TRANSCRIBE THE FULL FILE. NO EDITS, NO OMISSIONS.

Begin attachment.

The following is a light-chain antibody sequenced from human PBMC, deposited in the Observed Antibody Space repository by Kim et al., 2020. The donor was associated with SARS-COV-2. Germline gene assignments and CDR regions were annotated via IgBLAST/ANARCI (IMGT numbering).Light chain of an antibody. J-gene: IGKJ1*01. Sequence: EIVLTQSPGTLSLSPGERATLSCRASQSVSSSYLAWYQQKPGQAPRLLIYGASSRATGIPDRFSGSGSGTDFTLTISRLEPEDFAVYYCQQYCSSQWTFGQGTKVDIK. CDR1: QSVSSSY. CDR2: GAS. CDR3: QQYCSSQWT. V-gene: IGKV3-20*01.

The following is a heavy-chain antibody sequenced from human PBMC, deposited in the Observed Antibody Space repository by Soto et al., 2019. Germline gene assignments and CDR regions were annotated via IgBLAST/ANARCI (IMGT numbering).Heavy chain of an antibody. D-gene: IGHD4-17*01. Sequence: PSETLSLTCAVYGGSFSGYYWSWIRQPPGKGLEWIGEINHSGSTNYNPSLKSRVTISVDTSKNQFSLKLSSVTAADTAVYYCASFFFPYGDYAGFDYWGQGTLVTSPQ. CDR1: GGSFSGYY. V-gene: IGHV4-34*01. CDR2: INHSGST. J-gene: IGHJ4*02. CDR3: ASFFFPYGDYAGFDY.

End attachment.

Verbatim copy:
The following is a light-chain antibody sequenced from human PBMC, deposited in the Observed Antibody Space repository by Kim et al., 2020. The donor was associated with SARS-COV-2. Germline gene assignments and CDR regions were annotated via IgBLAST/ANARCI (IMGT numbering).Light chain of an antibody. J-gene: IGKJ1*01. Sequence: EIVLTQSPGTLSLSPGERATLSCRASQSVSSSYLAWYQQKPGQAPRLLIYGASSRATGIPDRFSGSGSGTDFTLTISRLEPEDFAVYYCQQYCSSQWTFGQGTKVDIK. CDR1: QSVSSSY. CDR2: GAS. CDR3: QQYCSSQWT. V-gene: IGKV3-20*01.

The following is a heavy-chain antibody sequenced from human PBMC, deposited in the Observed Antibody Space repository by Soto et al., 2019. Germline gene assignments and CDR regions were annotated via IgBLAST/ANARCI (IMGT numbering).Heavy chain of an antibody. D-gene: IGHD4-17*01. Sequence: PSETLSLTCAVYGGSFSGYYWSWIRQPPGKGLEWIGEINHSGSTNYNPSLKSRVTISVDTSKNQFSLKLSSVTAADTAVYYCASFFFPYGDYAGFDYWGQGTLVTSPQ. CDR1: GGSFSGYY. V-gene: IGHV4-34*01. CDR2: INHSGST. J-gene: IGHJ4*02. CDR3: ASFFFPYGDYAGFDY.